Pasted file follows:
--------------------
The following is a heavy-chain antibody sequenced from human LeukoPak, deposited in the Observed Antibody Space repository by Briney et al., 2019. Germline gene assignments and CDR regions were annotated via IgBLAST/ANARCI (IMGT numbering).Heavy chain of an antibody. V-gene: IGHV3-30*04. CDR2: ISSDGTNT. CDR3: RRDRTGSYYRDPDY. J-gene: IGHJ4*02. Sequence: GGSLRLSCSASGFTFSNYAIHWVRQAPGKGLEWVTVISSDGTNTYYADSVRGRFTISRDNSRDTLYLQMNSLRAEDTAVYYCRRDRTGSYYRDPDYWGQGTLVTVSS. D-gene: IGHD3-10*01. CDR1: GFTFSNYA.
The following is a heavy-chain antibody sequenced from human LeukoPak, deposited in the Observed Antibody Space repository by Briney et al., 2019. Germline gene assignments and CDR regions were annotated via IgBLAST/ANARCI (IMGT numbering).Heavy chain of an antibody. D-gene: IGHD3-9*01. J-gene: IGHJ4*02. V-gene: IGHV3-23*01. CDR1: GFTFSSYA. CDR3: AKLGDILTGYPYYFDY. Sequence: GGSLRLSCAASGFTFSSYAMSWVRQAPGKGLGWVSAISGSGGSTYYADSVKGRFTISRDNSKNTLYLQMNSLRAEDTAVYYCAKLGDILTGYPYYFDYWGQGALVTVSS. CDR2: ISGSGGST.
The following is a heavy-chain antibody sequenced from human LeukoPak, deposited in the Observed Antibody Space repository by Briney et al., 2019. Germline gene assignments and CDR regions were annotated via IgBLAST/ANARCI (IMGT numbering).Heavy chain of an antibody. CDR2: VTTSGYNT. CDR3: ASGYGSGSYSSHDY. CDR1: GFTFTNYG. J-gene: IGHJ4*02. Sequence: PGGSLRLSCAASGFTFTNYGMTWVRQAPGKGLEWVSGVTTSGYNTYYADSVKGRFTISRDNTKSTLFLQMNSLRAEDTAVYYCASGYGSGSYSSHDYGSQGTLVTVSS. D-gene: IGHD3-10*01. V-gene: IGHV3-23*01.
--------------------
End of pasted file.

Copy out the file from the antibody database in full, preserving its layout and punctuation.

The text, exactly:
The following is a heavy-chain antibody sequenced from human LeukoPak, deposited in the Observed Antibody Space repository by Briney et al., 2019. Germline gene assignments and CDR regions were annotated via IgBLAST/ANARCI (IMGT numbering).Heavy chain of an antibody. V-gene: IGHV3-30*04. CDR2: ISSDGTNT. CDR3: RRDRTGSYYRDPDY. J-gene: IGHJ4*02. Sequence: GGSLRLSCSASGFTFSNYAIHWVRQAPGKGLEWVTVISSDGTNTYYADSVRGRFTISRDNSRDTLYLQMNSLRAEDTAVYYCRRDRTGSYYRDPDYWGQGTLVTVSS. D-gene: IGHD3-10*01. CDR1: GFTFSNYA.
The following is a heavy-chain antibody sequenced from human LeukoPak, deposited in the Observed Antibody Space repository by Briney et al., 2019. Germline gene assignments and CDR regions were annotated via IgBLAST/ANARCI (IMGT numbering).Heavy chain of an antibody. D-gene: IGHD3-9*01. J-gene: IGHJ4*02. V-gene: IGHV3-23*01. CDR1: GFTFSSYA. CDR3: AKLGDILTGYPYYFDY. Sequence: GGSLRLSCAASGFTFSSYAMSWVRQAPGKGLGWVSAISGSGGSTYYADSVKGRFTISRDNSKNTLYLQMNSLRAEDTAVYYCAKLGDILTGYPYYFDYWGQGALVTVSS. CDR2: ISGSGGST.
The following is a heavy-chain antibody sequenced from human LeukoPak, deposited in the Observed Antibody Space repository by Briney et al., 2019. Germline gene assignments and CDR regions were annotated via IgBLAST/ANARCI (IMGT numbering).Heavy chain of an antibody. CDR2: VTTSGYNT. CDR3: ASGYGSGSYSSHDY. CDR1: GFTFTNYG. J-gene: IGHJ4*02. Sequence: PGGSLRLSCAASGFTFTNYGMTWVRQAPGKGLEWVSGVTTSGYNTYYADSVKGRFTISRDNTKSTLFLQMNSLRAEDTAVYYCASGYGSGSYSSHDYGSQGTLVTVSS. D-gene: IGHD3-10*01. V-gene: IGHV3-23*01.